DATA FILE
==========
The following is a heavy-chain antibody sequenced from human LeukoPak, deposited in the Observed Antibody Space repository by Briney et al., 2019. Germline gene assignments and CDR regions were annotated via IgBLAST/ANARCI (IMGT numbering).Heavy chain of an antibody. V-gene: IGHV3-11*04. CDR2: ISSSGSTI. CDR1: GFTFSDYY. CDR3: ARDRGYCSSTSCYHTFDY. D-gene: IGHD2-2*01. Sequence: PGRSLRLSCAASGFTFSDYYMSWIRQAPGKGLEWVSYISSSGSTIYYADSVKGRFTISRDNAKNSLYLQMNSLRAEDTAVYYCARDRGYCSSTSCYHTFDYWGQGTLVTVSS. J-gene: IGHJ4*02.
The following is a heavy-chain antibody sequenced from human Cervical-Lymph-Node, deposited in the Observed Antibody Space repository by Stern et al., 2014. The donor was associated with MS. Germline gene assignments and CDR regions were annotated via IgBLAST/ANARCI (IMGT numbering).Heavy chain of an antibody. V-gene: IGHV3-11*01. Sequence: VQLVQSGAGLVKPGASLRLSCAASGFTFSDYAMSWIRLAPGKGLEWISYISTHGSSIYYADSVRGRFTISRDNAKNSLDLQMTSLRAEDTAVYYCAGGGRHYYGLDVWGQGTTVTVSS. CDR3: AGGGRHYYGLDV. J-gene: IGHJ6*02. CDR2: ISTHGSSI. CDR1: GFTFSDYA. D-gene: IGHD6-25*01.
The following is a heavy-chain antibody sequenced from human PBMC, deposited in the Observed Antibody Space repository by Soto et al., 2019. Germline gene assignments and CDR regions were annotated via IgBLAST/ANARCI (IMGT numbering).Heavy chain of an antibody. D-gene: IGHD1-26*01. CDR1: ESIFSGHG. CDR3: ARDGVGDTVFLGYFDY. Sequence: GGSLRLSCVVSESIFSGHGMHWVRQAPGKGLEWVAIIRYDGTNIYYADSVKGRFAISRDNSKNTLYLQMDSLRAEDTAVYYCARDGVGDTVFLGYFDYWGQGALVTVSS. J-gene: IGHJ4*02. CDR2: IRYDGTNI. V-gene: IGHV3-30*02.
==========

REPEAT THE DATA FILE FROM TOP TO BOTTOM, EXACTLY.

The following is a heavy-chain antibody sequenced from human LeukoPak, deposited in the Observed Antibody Space repository by Briney et al., 2019. Germline gene assignments and CDR regions were annotated via IgBLAST/ANARCI (IMGT numbering).Heavy chain of an antibody. V-gene: IGHV3-11*04. CDR2: ISSSGSTI. CDR1: GFTFSDYY. CDR3: ARDRGYCSSTSCYHTFDY. D-gene: IGHD2-2*01. Sequence: PGRSLRLSCAASGFTFSDYYMSWIRQAPGKGLEWVSYISSSGSTIYYADSVKGRFTISRDNAKNSLYLQMNSLRAEDTAVYYCARDRGYCSSTSCYHTFDYWGQGTLVTVSS. J-gene: IGHJ4*02.
The following is a heavy-chain antibody sequenced from human Cervical-Lymph-Node, deposited in the Observed Antibody Space repository by Stern et al., 2014. The donor was associated with MS. Germline gene assignments and CDR regions were annotated via IgBLAST/ANARCI (IMGT numbering).Heavy chain of an antibody. V-gene: IGHV3-11*01. Sequence: VQLVQSGAGLVKPGASLRLSCAASGFTFSDYAMSWIRLAPGKGLEWISYISTHGSSIYYADSVRGRFTISRDNAKNSLDLQMTSLRAEDTAVYYCAGGGRHYYGLDVWGQGTTVTVSS. CDR3: AGGGRHYYGLDV. J-gene: IGHJ6*02. CDR2: ISTHGSSI. CDR1: GFTFSDYA. D-gene: IGHD6-25*01.
The following is a heavy-chain antibody sequenced from human PBMC, deposited in the Observed Antibody Space repository by Soto et al., 2019. Germline gene assignments and CDR regions were annotated via IgBLAST/ANARCI (IMGT numbering).Heavy chain of an antibody. D-gene: IGHD1-26*01. CDR1: ESIFSGHG. CDR3: ARDGVGDTVFLGYFDY. Sequence: GGSLRLSCVVSESIFSGHGMHWVRQAPGKGLEWVAIIRYDGTNIYYADSVKGRFAISRDNSKNTLYLQMDSLRAEDTAVYYCARDGVGDTVFLGYFDYWGQGALVTVSS. J-gene: IGHJ4*02. CDR2: IRYDGTNI. V-gene: IGHV3-30*02.